Early in April, just before Sanders prepared for his most important primary battle in the state of New York, Zimmerman got a call from the campaign, offering her the job of Jewish outreach coordinator, a position that did not exist before in the campaign.
“I got a phone call one day that said, ‘We know that your Jewish values are in line with the values of most of the Jews who support us, so why don’t you come do this?’ I said, ‘Of course.’”
“Actually, the masses of American Jews are more aligned with me,” she said. “Most Jews in the progressive movement share my views.”
Zimmerman took the job. And shortly after, the news stories began to pop up, digging into her previous activism at J StreetU, and later unearthing the infamous Facebook post.
“I have no idea who leaked it…somebody took a screen shot of my Facebook post when I initially wrote it and had been saving it. Because anyone who would go on my Facebook now couldn’t get that same image.”
“I had been vetted. They told me they spent a week vetting me, but I’m not really sure how much people knew about who I was or my activism. I don’t really know what the vetting process looked like.”
When the Facebook post threatened to overshadow Sanders’ campaign, Zimmerman was promptly kicked out, told she was suspended, but never brought back on board.
“I’m not really sure how much they knew about my activism or about this issue, and they were also preparing for the debate the next night.”
“I went home, I went to the gym, tried to get out some anger, and then I got a call from the New York Times that the spokesperson from the campaign had told them that I was suspended. So suddenly it was actually news. Then there was a story about me.I couldn’t comment on it. I didn’t do any public press during that time.”
But one of Zimmerman’s toughest moments was her encounter with the Jewish organizational establishment. Specifically with Abraham Foxman, the former national director of the Anti-Defamation League.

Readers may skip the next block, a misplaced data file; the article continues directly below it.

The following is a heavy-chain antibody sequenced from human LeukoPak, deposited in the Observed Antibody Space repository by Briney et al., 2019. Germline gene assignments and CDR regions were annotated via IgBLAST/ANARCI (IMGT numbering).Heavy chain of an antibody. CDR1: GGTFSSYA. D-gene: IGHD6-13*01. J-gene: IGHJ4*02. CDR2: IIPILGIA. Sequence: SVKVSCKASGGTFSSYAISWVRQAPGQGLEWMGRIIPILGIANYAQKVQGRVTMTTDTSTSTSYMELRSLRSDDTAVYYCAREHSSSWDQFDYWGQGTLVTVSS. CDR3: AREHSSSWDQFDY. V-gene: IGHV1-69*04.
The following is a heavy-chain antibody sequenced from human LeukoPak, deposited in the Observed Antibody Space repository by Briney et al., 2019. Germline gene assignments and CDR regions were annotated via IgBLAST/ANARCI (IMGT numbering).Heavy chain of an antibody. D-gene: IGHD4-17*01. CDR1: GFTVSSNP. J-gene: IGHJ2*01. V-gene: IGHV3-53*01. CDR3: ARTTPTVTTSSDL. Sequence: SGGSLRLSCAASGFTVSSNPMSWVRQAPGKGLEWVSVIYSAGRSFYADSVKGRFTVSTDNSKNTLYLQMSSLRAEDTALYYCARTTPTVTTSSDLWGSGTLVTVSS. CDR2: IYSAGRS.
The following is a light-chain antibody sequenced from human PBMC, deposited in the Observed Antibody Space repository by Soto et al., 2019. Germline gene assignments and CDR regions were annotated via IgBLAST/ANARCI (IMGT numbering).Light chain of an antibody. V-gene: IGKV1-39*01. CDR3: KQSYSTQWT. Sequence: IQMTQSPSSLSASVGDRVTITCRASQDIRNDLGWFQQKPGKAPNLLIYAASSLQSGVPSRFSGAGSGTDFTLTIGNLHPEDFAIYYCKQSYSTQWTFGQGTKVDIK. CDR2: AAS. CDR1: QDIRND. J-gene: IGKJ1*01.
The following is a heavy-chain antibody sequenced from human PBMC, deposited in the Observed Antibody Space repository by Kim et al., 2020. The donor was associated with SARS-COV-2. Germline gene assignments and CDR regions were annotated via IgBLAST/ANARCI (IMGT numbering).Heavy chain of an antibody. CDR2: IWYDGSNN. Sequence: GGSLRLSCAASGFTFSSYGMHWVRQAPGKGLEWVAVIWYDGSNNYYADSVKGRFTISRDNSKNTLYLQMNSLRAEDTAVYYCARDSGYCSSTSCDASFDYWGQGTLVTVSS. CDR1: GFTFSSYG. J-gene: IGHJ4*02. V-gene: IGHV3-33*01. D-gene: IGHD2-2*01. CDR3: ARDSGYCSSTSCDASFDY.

“I believe that this was his first public statement since he retired over a year ago. He came out of retirement to defend the Jewish people from the threat of Simone Zimmerman.”
Zimmerman stayed home and watched Sanders debate Hillary Clinton in Brooklyn, a debate that provided his fullest, and harshest, critique of the Democratic Party’s position on Israel.
“It was a really bittersweet moment watching the debate that night as Bernie said, ‘There comes a time where it’s important to say that Netanyahu isn’t always right all the time,’ which felt like the very, the presidential version of what I had written on that Facebook page.
Zimmerman intends of keeping up her work on issues relating to the Israeli-Palestinian conflict and how Jewish Americans relate to it. She also intends to spend a year in Israel as a Dorot fellow.
“There is a crisis on our hands. The occupation is hitting its 50-year anniversary. We see. We care about this community too much to not demand that it be on the right side of history. Even if it makes people a little bit uncomfortable.”
Nathan Guttman, staff writer, was the Forward’s Washington bureau chief. He joined the staff in 2006 after serving for five years as Washington correspondent for the Israeli dailies Haaretz and The Jerusalem Post. In Israel, he was the features editor for Ha’aretz and chief editor of Channel 1 TV evening news. He was born in Canada and grew up in Israel. He is a graduate of the Hebrew University of Jerusalem.